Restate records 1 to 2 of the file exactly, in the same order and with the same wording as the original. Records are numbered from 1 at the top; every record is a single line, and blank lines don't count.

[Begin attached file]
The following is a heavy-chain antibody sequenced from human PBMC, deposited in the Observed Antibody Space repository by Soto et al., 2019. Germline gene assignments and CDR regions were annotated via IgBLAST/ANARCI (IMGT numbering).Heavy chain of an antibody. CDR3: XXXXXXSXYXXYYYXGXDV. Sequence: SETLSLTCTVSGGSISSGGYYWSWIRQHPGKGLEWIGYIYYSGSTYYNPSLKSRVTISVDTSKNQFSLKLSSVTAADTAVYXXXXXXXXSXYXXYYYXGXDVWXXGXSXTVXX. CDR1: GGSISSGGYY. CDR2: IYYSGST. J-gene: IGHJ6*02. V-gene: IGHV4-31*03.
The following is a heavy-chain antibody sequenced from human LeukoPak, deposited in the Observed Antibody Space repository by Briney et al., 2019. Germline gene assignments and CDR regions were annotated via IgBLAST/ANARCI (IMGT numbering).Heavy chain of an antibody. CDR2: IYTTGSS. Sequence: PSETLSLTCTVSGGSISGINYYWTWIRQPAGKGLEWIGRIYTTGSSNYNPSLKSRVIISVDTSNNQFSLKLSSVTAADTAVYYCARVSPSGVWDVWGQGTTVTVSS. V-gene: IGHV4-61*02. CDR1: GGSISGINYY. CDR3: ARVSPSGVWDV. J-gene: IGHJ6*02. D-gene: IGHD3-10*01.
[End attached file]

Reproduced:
The following is a heavy-chain antibody sequenced from human PBMC, deposited in the Observed Antibody Space repository by Soto et al., 2019. Germline gene assignments and CDR regions were annotated via IgBLAST/ANARCI (IMGT numbering).Heavy chain of an antibody. CDR3: XXXXXXSXYXXYYYXGXDV. Sequence: SETLSLTCTVSGGSISSGGYYWSWIRQHPGKGLEWIGYIYYSGSTYYNPSLKSRVTISVDTSKNQFSLKLSSVTAADTAVYXXXXXXXXSXYXXYYYXGXDVWXXGXSXTVXX. CDR1: GGSISSGGYY. CDR2: IYYSGST. J-gene: IGHJ6*02. V-gene: IGHV4-31*03.
The following is a heavy-chain antibody sequenced from human LeukoPak, deposited in the Observed Antibody Space repository by Briney et al., 2019. Germline gene assignments and CDR regions were annotated via IgBLAST/ANARCI (IMGT numbering).Heavy chain of an antibody. CDR2: IYTTGSS. Sequence: PSETLSLTCTVSGGSISGINYYWTWIRQPAGKGLEWIGRIYTTGSSNYNPSLKSRVIISVDTSNNQFSLKLSSVTAADTAVYYCARVSPSGVWDVWGQGTTVTVSS. V-gene: IGHV4-61*02. CDR1: GGSISGINYY. CDR3: ARVSPSGVWDV. J-gene: IGHJ6*02. D-gene: IGHD3-10*01.